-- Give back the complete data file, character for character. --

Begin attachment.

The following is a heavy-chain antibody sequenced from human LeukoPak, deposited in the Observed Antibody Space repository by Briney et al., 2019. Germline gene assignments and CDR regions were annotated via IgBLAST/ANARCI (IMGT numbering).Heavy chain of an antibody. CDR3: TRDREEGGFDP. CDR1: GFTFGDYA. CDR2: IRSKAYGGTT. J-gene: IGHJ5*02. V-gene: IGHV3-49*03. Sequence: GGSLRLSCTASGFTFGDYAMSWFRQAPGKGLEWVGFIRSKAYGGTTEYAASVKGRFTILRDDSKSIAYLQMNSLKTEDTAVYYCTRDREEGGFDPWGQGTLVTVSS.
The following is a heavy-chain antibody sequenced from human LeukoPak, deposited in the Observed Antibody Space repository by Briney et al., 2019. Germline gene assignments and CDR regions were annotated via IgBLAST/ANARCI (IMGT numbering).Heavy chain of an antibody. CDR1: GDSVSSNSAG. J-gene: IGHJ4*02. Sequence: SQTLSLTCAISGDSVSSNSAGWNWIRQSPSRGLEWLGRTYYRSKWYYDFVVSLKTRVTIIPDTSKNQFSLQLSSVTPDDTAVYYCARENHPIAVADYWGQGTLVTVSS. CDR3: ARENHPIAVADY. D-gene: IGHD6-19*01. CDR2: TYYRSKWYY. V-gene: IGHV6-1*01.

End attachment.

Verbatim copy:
The following is a heavy-chain antibody sequenced from human LeukoPak, deposited in the Observed Antibody Space repository by Briney et al., 2019. Germline gene assignments and CDR regions were annotated via IgBLAST/ANARCI (IMGT numbering).Heavy chain of an antibody. CDR3: TRDREEGGFDP. CDR1: GFTFGDYA. CDR2: IRSKAYGGTT. J-gene: IGHJ5*02. V-gene: IGHV3-49*03. Sequence: GGSLRLSCTASGFTFGDYAMSWFRQAPGKGLEWVGFIRSKAYGGTTEYAASVKGRFTILRDDSKSIAYLQMNSLKTEDTAVYYCTRDREEGGFDPWGQGTLVTVSS.
The following is a heavy-chain antibody sequenced from human LeukoPak, deposited in the Observed Antibody Space repository by Briney et al., 2019. Germline gene assignments and CDR regions were annotated via IgBLAST/ANARCI (IMGT numbering).Heavy chain of an antibody. CDR1: GDSVSSNSAG. J-gene: IGHJ4*02. Sequence: SQTLSLTCAISGDSVSSNSAGWNWIRQSPSRGLEWLGRTYYRSKWYYDFVVSLKTRVTIIPDTSKNQFSLQLSSVTPDDTAVYYCARENHPIAVADYWGQGTLVTVSS. CDR3: ARENHPIAVADY. D-gene: IGHD6-19*01. CDR2: TYYRSKWYY. V-gene: IGHV6-1*01.